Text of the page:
|EH VOILA: My first peek at the Far Side|
Photo by Chuck Swinden, first published in Northern Life
Yup. An extra half day.
On what was supposed to be my second day of kindergarten, instead of heading up the hill to St. Albert's, I snuck around the house and hid under the back porch where I remained until it was safe to come out, certain that I wouldn't have to go back to school ever again.
We Carters — and there were lots of us — lived a block south of St. Albert’s, on Eyre Street. I was the youngest of 10, so was the last to go to school.
My parents Tom and Huena were extremely progressive and thought it wouldn’t be bad if we were bilingual so they gave us a choice: St. Albert’s had two streams; one French and one English. Most took the easy route and went English though my sister Mary wisely opted for French and is now fully bilingual with I believe two university degrees; one in either official language.
But more than two streams, St. Albert’s actually consisted of two schools: the first floor was English; the second storey French.
And I just thought of something. We called St. Albert’s a separate school. Until 10 minutes ago, I thought that meant, separate, as in “not public.”
But what it really meant was that it kept two cultures firmly and distinctly and — I should add unfortunately — separated.
The French and English kids had separate classes, separate administrations, separate entry and exit times. Separate Christmas concerts. Separate everythings.
The French kids’ 15-minute morning and afternoon recesses were 15 minutes before ours, so we could hear them in the yard, having way more fun than us while we were still in whatever class we had before recess.
I’m sure there was a logical explanation for the separation but for the life of me; I mean literally — for as long as I’ve been on earth — I haven’t been able to make sense of it.
All we knew was that the French kids were different and I’m certain it was a case of vice versa, too.
A few years ago, I was at a street festival in downtown Toronto and had a conversation with a woman that went something like this:
Her: “You’re from Sudbury, you say? My husband’s from Sudbury.”
|PETIT CHIEN CHAUDE: Who thought he|
could outsmart the system.
Me: “Really? What part?”
Her: “West end. Pine street.”
Me: “Ha! I was raised on Eyre, which is very close. I wonder what elementary school he attended.”
Her: “St. Albert's.”
Me: “What year was he born?”
Me: “Me too! What’s his name?”
Her: She said a French name, that I remember but won’t use here because I didn’t ask her permission.
The thing was, he and I had never met. He was French!
She and I laughed and commented how strange it was and I was like, “to us English kids, all we knew was the French kids liked to fight; the boys were dumb and the girls were easy.”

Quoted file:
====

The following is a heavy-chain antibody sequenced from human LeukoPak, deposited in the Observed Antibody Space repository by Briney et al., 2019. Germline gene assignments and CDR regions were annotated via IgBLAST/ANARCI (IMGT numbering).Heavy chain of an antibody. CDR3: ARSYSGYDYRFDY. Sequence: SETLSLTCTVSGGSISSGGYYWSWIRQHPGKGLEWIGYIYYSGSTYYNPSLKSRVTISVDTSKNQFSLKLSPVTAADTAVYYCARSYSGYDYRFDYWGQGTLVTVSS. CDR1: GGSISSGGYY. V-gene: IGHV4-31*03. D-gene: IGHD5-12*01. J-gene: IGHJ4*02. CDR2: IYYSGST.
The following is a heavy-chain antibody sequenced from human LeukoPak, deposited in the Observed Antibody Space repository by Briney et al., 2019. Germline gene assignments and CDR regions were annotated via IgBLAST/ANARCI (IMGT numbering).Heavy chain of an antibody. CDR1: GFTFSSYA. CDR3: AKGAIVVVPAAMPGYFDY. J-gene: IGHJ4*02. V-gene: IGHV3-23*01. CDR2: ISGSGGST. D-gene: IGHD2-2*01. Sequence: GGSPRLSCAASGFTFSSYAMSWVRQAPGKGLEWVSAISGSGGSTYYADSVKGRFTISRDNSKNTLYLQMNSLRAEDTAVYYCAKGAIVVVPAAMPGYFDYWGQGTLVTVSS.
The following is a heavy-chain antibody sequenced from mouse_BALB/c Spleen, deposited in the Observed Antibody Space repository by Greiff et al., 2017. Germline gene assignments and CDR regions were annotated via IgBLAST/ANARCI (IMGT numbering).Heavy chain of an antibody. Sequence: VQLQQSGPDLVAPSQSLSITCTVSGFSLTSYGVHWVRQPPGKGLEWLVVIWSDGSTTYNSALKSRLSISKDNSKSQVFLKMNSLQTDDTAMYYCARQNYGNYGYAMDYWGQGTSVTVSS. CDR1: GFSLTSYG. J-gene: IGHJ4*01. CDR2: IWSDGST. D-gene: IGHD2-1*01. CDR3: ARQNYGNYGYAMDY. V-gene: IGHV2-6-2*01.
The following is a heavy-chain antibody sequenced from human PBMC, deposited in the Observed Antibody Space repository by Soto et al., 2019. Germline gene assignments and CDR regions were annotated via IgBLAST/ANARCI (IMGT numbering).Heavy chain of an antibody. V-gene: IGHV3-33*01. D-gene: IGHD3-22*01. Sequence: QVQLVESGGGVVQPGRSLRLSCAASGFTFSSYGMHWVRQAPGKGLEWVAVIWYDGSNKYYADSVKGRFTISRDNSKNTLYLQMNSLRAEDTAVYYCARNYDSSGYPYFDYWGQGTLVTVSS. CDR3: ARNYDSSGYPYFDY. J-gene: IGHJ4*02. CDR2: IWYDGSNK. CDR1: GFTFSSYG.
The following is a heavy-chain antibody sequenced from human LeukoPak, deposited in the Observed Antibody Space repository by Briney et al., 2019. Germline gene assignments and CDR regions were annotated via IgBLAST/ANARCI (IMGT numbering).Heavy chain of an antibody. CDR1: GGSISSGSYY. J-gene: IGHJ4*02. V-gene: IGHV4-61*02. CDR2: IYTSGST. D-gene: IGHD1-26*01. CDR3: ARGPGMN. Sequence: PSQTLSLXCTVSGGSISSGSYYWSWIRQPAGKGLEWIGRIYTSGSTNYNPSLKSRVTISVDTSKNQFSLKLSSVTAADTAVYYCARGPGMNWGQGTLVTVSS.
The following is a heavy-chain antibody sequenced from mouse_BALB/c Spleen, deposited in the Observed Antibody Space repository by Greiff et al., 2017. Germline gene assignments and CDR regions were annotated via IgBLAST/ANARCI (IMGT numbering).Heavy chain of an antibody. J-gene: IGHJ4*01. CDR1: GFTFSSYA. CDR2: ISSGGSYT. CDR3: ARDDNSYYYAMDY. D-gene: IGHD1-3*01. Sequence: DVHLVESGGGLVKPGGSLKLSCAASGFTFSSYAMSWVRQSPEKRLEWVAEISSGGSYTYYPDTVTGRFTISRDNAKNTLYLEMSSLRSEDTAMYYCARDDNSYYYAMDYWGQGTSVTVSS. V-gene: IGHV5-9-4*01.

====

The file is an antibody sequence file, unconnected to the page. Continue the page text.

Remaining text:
(I've not sure but I'm pretty sure my bilingual sister Mary is no easier than the other Carter women.)
We were laughing a lot by this time.
Her again: “My husband thought the same thing about the English and he didn't find out until he was at university that English moms and dads sleep together, too, just like French ones.”
Here’s something weird.
I had a friend in high school and then university named Raymond Cote; one of the coolest kids around.
He rode a motorcycle, had more than his share of artistic ability and super taste in music. Loved parties.
Get this. Ray was my age. He lived directly across the street from St. Albert’s, two houses west of my aunt Kaye MacDonald. He, like, me, was Catholic though I should add that the French and English Catholic kids attended separate churches, too. The English St. Clement's was kitty corner from the school; the French St. Eugene's was another block north. Sheesh!
Ray and I didn't even get to know each other until high school.
(Of course Ray Cote was one of the brightest kids I ever hung out with.)
Decades after I had left Sudbury, Northern Life newspaper published that photo of St. Albert's being demolished and I realized that was the first time I got a look at the second floor of the building.
I can’t believe I’m not making this up!
And that, to make a short story very long, is why on day two of KG, my mom found me under the porch..
When I was four, I thought I’d be smart and attend French school. So my very first day of school was spent in French kindergarten. surrounded by people speaking a language I couldn’t understand a word of. I did not see an upside.
And my mom — who I should add spoiled me something perfect — never forced me to go back.
I missed kindergarten in either official language.
So here I sit; unilingual and really bad at colouring inside the lines.